5 Burst results for "Aeg Companies"

"aeg companies" Discussed on KQED Radio

KQED Radio

03:28 min | 1 year ago

"aeg companies" Discussed on KQED Radio

"After a tumultuous summer he's ready to pay attention to the presidential race for NPR news. I'm Angela Cochair guy in El Paso. You're listeningto all things considered from NPR news. Is it egg greediness or just good economics. The price of eggs skyrocketed during the pandemic, and now some states are suing AEG companies for price gouging. Stacy Vanik Smith in Cardiff Garcia from our daily economics podcast, the indicator from Planet money, tell us exactly what's going on with egg prices. We eat a lot of eggs in this country. The average American eats almost an egg a day and during the pandemic, we really got excited about eggs. Grocery stores were ordering six times more eggs than normal and a lot of store shelves were still empty. Yes, so demand for eggs went crazy and the supply could not increase right away because there are only so many egg laying hens in the US and you know that in prison, a man will will lead to a rise in prices. That is David Ortega. He is a food economist at Michigan State University. And David says it's all about supply and demand. A spike in demand, plus a fixed supply pushes up the price and the price went way up nearly 200% in March and now a bunch of states have responded by suing AEG companies for price gouging. The state's included Texas, West Virginia in Minnesota, and they also included New York, where the attorney general accused egg company Hillandale Farms of taking in $4 million in revenues from overcharging people for eggs. And with prices here is where things get tricky. I mean, Did eight companies commit a crime by charging more for eggs. Were they just being good free market citizens? Also challenging really happens when you purposefully set the price of a commodity, you know, significantly above the traditional price level that incorporates costs and other forces, David says. Part of the issue here is that costs went up for eight companies to labor transports. Supplies were all hard to get and often expensive in the early days of the pandemic, But did those costs go up? By three or 400%, like their prices did that is the question being hashed out in courts now, and it's kind of complicated and part of the issue. Here, of course, is the egg itself, right? I mean, if I scream prices or caviar prices or wine prices or something like that went up by 200%. It probably wouldn't be a legal issue a price gouging accusation. But the idea here is that eggs are a staple in a stable that really vulnerable people count on, especially in a crisis, and this idea that companies were profiting off of vulnerable people in time of crisis makes it seem kind of wrong, David says. It's especially tricky here because there was a time when pretty much all food prices were going up. In fact, between March and April, food prices saw their biggest jump in 46 years. But you know it's really difficult to draw the line as to what is a appropriate price responds due to the shock versus what isthe sort of this type of illicit behavior that's trying to take advantage of the situation, David says. We will have to see what the courts decide about egg prices and whether it was price gouging or just, you know, faire economics or maybe unfair but legal economics. Stacy.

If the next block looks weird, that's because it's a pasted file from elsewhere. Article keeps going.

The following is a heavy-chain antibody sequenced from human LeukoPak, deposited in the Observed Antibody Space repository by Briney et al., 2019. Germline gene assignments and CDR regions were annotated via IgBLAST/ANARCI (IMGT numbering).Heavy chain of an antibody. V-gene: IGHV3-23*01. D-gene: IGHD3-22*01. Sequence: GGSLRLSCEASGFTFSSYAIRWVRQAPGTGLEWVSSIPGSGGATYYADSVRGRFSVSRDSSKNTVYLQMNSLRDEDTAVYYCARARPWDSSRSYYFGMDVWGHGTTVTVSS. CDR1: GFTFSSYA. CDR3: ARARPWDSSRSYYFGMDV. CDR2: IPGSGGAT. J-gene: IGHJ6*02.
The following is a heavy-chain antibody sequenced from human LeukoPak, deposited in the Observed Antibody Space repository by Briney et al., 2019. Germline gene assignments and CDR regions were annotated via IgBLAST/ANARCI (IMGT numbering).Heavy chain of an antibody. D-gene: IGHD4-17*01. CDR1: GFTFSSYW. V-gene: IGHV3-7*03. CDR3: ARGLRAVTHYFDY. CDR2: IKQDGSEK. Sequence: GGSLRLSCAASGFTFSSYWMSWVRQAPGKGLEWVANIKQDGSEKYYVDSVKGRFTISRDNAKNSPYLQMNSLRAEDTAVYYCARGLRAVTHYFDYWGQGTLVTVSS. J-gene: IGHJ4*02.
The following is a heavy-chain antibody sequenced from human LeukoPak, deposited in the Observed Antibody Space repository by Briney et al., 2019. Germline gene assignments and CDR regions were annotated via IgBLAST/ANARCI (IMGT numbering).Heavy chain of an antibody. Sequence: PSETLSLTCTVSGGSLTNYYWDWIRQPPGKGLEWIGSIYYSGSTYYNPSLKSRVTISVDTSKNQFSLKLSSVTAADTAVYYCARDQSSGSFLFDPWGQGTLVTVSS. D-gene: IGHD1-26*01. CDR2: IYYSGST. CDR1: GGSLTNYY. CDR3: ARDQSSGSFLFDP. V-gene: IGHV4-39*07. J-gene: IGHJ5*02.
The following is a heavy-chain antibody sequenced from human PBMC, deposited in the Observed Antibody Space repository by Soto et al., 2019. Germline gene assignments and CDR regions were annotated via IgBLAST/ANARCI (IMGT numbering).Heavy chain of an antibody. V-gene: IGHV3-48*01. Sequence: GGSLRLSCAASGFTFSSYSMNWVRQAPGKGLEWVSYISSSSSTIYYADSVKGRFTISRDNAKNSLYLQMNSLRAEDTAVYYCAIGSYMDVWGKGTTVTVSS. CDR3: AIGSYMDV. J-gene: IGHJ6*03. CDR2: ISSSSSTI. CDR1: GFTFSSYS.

David Ortega AEG companies Stacy Vanik Smith NPR Angela Cochair El Paso US Cardiff Garcia Michigan State University Texas New York Hillandale Farms attorney Minnesota West Virginia
"aeg companies" Discussed on KCRW

KCRW

03:12 min | 1 year ago

"aeg companies" Discussed on KCRW

"Considered from NPR news. Is it egg gree GIs or just good egg economics. The price of eggs skyrocketed during the pandemic, and now some states are suing AEG companies for price gouging Stacy Vanik, Smith and Cardiff Garcia from our daily economics podcast, the indicator from Planet money, tell us exactly what's going on with egg prices. We eat a lot of eggs in this country. The average American eats almost an egg a day and during the pandemic, we really got excited about eggs. Grocery stores were ordering six times more eggs than normal and a lot of store shelves were still empty. Yes, so demand for eggs went crazy and the supply could not increase right away because there are only so many egg laying hens in the US and you know that in prison, a man will lead to a rise in prices. That is David Ortega. He is a food economist at Michigan State University, and David says it's all about supply and demand. A spike in demand, plus a fixed supply pushes up the price. And the price went way up nearly 200% in March, and now a bunch of states have responded by suing AEG companies for price gouging. Thes states included Texas, West Virginia in Minnesota, and they also included New York, where the attorney general accused egg company Hillandale Farms of taking in $4 million in revenues from overcharging people for eggs and with egg prices. Here is where things get tricky. I mean, Did eight companies commit a crime by charging more for eggs. Were they just being good free market citizens? Also challenging really happens when you purposefully set the price of a commodity, you know, significantly above the traditional price level that incorporates costs and other forces, David says. Part of the issue here is that costs went up for eight companies to labor transports. Supplies were all hard to get and often expensive in the early days of the pandemic, But did those costs go up? By three or 400%, like their prices did that is the question being hashed out in courts now, and it's kind of complicated and part of the issue. Here, of course, is the egg itself, right? I mean, if I scream prices or caviar prices or wine prices or something like that went up by 200%. It probably wouldn't be a legal issue a price gouging accusation. But the idea here is that eggs are a staple in a stable that really vulnerable people count on, especially in a crisis, and this idea that companies were profiting off of vulnerable people in time of crisis makes it seem kind of wrong, David says. It's especially tricky here because there was a time when pretty much all food prices were going up. In fact, between March and April, food prices saw their biggest jump in 46 years. But you know it's really difficult to draw the line as to what is a appropriate price response due to the shock versus what isthe sort of This type of illicit behavior that's trying to take advantage of the situation, David says. We will have to see what the courts decide about egg prices and whether it was price gouging or just, you know, faire economics or maybe unfair but legal economics. Stacy.